World Library  
Flag as Inappropriate
Email this Article

Interfix

Article Id: WHEBN0012823696
Reproduction Date:

Title: Interfix  
Author: World Heritage Encyclopedia
Language: English
Subject: Affix, Infix, Transfix
Collection:
Publisher: World Heritage Encyclopedia
Publication
Date:
 

Interfix

Interfix, or, more commonly, linking element, is a term in linguistics and more specifically, morphology (the study of morphemes, the most basic meaningful entities in word formation). It describes an affix which is placed in between two other morphemes and does not have a semantic meaning. Unlike other affixes, like prefixes (who precede morphemes they are attached to) or suffixes (who are placed after the morpheme they are attached to), an interfix is attached to two different morphemes and thus differs from seemingly similar infix, which is inserted in the middle of one morpheme.

Examples

Formation of compound words

In German, the interfix -s- has to be used between certain nouns in compound words, but not all, such as Arbeitszimmer ("workroom") as opposed to Schlafzimmer ("bedroom"). This originates from the masculine and neuter genitive singular suffix -s. German has many other interfixes, for example -es, -(e)n-, -er- and -e-. Not all of them originate from the genitive. Likewise, it is often stated that German infixes originated from plural forms, when in fact German plural forms and linking forms developed parallel to each other and are only partly similar by coincidence.[1]

In English, when technical compound words are formed from non-technical roots, an -o- interfix is sometimes used, as o has come to be seen as a connecting vowel (speed-o-meter, mile-o-meter) by analogy to tacho-meter, odo-meter, compounds of which the first part comes from an Ancient Greek noun whose stem includes o.

In Swedish, compound nouns are written as one word, and interfixes are very common. -s- is frequently used in this way, as in fabriksarbetare, which consists of fabrik (factory) and arbetare (worker). Examples of other interfixes are -e-, as in when familj and far (family and father) become familjefar, and -a-, when viking and by (viking and village) become vikingaby.

Norwegian is closely related to Swedish and has a similar pattern, but uses interfixing somewhat more moderately. Examples: "arbeid" + "rom" = "arbeidsrom" (workroom), but "fabrikk" + "arbeider" = "fabrikkarbeider" and "familie" + "far" = "familiefar".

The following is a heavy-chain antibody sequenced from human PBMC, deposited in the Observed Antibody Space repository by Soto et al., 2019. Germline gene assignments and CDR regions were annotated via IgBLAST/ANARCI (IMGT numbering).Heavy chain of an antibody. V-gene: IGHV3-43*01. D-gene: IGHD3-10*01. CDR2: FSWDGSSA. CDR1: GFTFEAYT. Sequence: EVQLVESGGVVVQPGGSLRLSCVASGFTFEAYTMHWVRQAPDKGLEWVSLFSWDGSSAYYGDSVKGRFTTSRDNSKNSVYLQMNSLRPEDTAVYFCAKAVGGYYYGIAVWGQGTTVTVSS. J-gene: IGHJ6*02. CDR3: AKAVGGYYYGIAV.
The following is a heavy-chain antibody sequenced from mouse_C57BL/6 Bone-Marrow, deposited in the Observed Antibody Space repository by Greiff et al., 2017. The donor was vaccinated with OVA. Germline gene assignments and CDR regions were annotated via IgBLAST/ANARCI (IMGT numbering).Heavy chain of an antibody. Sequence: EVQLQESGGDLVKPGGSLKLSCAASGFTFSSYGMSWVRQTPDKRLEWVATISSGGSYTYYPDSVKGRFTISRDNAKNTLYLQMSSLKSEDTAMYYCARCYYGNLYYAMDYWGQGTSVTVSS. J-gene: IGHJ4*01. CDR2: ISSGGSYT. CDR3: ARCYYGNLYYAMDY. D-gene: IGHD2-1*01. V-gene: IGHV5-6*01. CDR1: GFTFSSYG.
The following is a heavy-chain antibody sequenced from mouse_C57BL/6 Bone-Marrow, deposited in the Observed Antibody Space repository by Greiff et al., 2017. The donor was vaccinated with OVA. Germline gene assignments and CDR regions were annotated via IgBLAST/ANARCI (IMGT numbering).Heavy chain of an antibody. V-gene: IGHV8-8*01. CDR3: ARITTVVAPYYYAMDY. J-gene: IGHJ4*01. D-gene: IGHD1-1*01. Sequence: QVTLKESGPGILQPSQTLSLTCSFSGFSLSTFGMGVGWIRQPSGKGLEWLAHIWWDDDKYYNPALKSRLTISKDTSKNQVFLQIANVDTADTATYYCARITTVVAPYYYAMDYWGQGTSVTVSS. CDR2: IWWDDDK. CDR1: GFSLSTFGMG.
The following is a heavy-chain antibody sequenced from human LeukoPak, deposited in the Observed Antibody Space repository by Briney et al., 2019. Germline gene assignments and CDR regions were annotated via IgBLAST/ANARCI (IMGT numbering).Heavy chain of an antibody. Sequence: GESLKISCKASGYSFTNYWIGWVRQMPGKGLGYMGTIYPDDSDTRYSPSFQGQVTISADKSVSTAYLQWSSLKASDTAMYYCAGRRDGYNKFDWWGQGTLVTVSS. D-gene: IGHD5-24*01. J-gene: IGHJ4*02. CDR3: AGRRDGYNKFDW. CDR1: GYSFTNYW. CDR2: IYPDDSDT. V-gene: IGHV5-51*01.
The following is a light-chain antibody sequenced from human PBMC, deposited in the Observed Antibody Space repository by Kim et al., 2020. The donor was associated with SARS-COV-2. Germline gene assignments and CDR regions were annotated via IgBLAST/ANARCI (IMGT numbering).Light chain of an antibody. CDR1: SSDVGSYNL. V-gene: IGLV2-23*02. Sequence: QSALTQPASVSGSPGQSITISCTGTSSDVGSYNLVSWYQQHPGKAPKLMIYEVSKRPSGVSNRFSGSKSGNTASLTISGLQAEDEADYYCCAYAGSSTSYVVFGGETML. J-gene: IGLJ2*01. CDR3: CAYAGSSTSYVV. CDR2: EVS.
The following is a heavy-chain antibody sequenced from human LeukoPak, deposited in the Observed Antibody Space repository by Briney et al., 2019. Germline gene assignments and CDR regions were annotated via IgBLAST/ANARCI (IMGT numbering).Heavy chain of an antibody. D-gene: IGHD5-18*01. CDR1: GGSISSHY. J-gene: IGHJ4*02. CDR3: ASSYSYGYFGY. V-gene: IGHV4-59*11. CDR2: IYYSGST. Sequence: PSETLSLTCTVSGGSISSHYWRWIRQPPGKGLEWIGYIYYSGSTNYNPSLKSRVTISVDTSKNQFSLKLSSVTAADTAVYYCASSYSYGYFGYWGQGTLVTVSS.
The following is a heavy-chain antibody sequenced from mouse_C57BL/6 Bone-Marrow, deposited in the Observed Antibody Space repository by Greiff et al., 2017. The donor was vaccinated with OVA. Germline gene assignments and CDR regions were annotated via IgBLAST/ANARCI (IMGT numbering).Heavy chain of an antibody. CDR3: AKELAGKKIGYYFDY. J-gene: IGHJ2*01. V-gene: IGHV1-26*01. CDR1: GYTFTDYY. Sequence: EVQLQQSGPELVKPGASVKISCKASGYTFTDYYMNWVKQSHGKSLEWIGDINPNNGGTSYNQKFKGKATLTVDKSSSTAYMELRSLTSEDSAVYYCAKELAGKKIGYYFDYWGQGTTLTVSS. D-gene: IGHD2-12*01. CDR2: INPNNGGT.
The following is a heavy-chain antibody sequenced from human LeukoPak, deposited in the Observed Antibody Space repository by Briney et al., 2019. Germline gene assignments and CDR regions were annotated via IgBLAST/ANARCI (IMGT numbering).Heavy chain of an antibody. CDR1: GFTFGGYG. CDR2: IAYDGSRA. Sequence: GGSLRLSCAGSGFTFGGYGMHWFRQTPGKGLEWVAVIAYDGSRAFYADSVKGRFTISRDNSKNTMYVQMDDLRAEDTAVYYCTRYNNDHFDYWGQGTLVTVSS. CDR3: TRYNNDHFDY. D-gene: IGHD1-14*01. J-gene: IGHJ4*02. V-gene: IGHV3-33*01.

In Croatian, interfixes -o- and -e- are obligatory when forming a compound. For example, "brod" + "gradilište" = "brodogradilište" (shipyard), but "kuća" + "pazitelj" = "kućepazitelj" (concierge). Unless an interfix is added, the new-formed word is considered to be a word-joining, such as "zimzelen" ("zima" + zelen", evergreen).

See also

Notes

This article was sourced from Creative Commons Attribution-ShareAlike License; additional terms may apply. World Heritage Encyclopedia content is assembled from numerous content providers, Open Access Publishing, and in compliance with The Fair Access to Science and Technology Research Act (FASTR), Wikimedia Foundation, Inc., Public Library of Science, The Encyclopedia of Life, Open Book Publishers (OBP), PubMed, U.S. National Library of Medicine, National Center for Biotechnology Information, U.S. National Library of Medicine, National Institutes of Health (NIH), U.S. Department of Health & Human Services, and USA.gov, which sources content from all federal, state, local, tribal, and territorial government publication portals (.gov, .mil, .edu). Funding for USA.gov and content contributors is made possible from the U.S. Congress, E-Government Act of 2002.
 
Crowd sourced content that is contributed to World Heritage Encyclopedia is peer reviewed and edited by our editorial staff to ensure quality scholarly research articles.
 
By using this site, you agree to the Terms of Use and Privacy Policy. World Heritage Encyclopedia™ is a registered trademark of the World Public Library Association, a non-profit organization.
 


Copyright © World Library Foundation. All rights reserved. eBooks from Project Gutenberg are sponsored by the World Library Foundation,
a 501c(4) Member's Support Non-Profit Organization, and is NOT affiliated with any governmental agency or department.